We are nearly a decade into the modern era of bay-saving that began with two seminal acknowledgments by state and federal government at a conference in 1983:
* The Chesapeake was in broad decline, and humans were causing much of it. (Hard to believe it took so long to say that officially.)
* The cure lay in treating the bay as part of something much larger than its 200-mile length -- as part of a 64,000-square-mile watershed with thousands of rivers and streams and a population of 14 million.
No one ever thought or claimed in 1983 that the job would be done by now, but enough time has passed for assessing progress: How are we doing? Will it be enough? What will it take?
Two major new documentary films completed this summer tackle the issue in different ways. "Watershed for the Chesapeake" was produced by the University of Maryland's Sea Grant College. "Chesapeake: Living Off the Land," comes from the Chesapeake Bay Foundation, a private, non-profit environmental organization with more than 80,000 members.
On the question of progress, the Bay Foundation's answers are tough and succinct.
Despite the considerable and laudable cleanup effort, begins narrator Walter Cronkite, it is clear that "business as usual will not restore the bay." What "Living Off the Land" delivers, he continues, is "a fundamentally new view" of how people must act if they want a restored Chesapeake.
Thirty minutes long, the film does not attempt to be comprehensive. But, better than any documentary to date, it creates an ecological perspective, a coherent, understandable rationale for preserving and restoring the Chesapeake's remaining natural features.
The bay is linked to its watershed lands as intimately as a tree to the soil. Life in the estuary evolved in harmony with the lands whose drainage feeds it.
But humans have "redesigned" the historic watershed -- cut nearly half its forests, filled and drained more than half its wetlands and disrupted the age-old balance between land and water. Human activity also has ravaged the bay bottom, stripping it of oysters and underwater grass beds.
The film explains that forests, wetlands, grasses and oysters all helped filter and cleanse the water supply. They were part of a system of natural resilience, helping the bay help itself.
"Learning how to live in this web without further destroying it," Walter Cronkite tells us, is what people must do if they truly want to save the bay.
They must learn to live differently, he continues. They must preserve open space and stop producing so much pollution. Change is essential, because another 3 million people are expected to move into the bay region by the year 2020.
It is a tough message, invoking as it does the specter of limits; and it presents a radical and badly needed counterpoint to conventional economics, which values billion-dollar sewage-treatment plants but scarcely credits natural systems like oysters and forests with providing the same services.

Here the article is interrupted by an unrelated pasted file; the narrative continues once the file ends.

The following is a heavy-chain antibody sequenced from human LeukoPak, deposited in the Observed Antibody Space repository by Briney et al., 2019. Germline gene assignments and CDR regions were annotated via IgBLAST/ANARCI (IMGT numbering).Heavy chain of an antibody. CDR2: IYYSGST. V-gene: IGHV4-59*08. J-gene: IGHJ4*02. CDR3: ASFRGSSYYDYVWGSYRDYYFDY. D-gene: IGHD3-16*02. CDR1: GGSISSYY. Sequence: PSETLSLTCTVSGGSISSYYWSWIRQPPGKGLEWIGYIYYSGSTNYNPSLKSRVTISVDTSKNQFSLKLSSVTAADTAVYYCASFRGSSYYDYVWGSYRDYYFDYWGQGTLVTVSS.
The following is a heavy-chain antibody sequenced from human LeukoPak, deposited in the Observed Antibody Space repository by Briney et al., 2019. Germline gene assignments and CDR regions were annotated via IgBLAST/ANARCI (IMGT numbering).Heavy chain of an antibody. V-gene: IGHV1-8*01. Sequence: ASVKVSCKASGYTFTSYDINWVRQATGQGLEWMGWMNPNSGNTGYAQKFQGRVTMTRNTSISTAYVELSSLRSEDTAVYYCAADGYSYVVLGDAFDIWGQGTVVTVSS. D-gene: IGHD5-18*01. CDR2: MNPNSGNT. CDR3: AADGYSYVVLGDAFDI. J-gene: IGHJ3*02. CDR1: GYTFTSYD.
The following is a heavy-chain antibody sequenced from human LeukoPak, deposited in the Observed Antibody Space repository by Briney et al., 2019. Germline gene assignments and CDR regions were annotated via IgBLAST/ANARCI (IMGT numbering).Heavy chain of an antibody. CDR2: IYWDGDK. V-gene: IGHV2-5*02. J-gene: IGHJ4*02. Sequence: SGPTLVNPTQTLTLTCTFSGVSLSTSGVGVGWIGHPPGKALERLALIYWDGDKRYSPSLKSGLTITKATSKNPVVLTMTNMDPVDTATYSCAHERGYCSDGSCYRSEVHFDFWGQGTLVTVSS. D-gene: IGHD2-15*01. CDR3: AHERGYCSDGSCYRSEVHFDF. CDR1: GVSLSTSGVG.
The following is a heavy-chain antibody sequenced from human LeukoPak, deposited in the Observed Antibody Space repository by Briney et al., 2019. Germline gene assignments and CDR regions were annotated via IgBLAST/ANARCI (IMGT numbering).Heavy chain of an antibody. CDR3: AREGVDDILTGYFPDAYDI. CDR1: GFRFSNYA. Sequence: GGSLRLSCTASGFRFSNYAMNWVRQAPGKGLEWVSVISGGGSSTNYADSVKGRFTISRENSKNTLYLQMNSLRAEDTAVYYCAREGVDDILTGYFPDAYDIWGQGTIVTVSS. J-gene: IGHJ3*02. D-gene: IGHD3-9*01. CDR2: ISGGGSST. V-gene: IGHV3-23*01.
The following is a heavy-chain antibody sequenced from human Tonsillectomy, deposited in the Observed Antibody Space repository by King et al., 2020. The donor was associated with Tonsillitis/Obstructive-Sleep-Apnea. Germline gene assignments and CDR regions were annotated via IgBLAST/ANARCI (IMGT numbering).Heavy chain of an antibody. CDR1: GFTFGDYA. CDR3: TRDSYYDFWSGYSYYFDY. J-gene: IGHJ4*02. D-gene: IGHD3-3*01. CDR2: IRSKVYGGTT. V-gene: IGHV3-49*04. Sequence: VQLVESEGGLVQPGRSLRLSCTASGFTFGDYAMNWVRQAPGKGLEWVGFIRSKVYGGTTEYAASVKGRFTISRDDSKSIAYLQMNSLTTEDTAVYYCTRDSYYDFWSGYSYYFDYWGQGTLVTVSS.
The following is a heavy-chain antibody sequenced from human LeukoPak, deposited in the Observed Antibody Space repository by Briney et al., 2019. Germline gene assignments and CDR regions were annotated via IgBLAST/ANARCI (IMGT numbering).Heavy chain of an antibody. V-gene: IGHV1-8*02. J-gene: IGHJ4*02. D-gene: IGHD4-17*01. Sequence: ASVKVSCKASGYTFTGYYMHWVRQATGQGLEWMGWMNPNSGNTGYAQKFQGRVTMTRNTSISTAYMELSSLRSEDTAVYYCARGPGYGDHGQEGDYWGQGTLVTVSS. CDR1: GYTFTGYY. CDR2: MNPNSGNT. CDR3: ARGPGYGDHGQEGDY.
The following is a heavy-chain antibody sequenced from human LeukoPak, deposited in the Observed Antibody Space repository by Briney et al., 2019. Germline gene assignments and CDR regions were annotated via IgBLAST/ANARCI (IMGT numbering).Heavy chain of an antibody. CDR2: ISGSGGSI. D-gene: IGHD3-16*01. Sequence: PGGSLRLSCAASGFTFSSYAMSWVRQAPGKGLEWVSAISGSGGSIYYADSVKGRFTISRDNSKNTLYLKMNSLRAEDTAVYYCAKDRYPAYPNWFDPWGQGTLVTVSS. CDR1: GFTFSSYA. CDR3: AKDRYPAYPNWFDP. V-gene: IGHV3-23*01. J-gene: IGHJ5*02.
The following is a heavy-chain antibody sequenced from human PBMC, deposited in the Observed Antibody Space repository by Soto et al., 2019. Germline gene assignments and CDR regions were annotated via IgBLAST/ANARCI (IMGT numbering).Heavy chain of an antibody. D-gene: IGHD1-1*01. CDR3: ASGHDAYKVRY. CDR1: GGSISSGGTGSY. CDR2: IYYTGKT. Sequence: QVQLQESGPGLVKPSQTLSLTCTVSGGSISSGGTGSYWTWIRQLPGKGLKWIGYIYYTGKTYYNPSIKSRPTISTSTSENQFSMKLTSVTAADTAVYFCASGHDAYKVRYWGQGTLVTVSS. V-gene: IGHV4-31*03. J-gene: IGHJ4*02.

What we don't value, we tend to cut and over-harvest.
A documentary like this could have turned out sounding preachy, but the beautiful photography in "Living Off the Land" helps avoid that, as does the narration by Cronkite, Mr. Reassuring himself.
Having said we must fundamentally change our ways and limit our current behaviors, the film leaves me wanting to see more on how to do that. The solution is not a longer film, but a sequel.
I think a great deal of the success of bay restoration hinges on selling the public on alternative behaviors. An example: The evils of sprawl development are well known; but few people are convinced that more compact housing is compatible with a high quality of life.
At a full 60 minutes, the University of Maryland's "Watershed for the Chesapeake" is the more comprehensive and historical of the two documentaries. It weaves its story of environmental decline and restoration around three compelling personalities.
Jack Russell, a St. Mary's County waterman, is tracked through the decade that followed his bold decision in 1979 to build and launch the Dee of St. Mary's, which at the time was the first addition to Maryland's historic oyster skipjack fleet in a quarter century.
He talks about oystering with the Dee when catches were good, and oystering now, when: "you're working sunup to sundown for bushels . . . believe me, all the romance and nostalgia goes out of it."
Walt Boynton is a top ecosystems ecologist who came here two decades ago to study how the bay worked at a level of detail and sophistication that only other Ph.D.'s might fully appreciate; but he also just loves the bay, and isn't afraid to voice unscientific sentiments such as:
"I have this basic feeling that healthy environments tend to support healthy people . . . it's one of my strongest defenses [for cleaning up the bay]."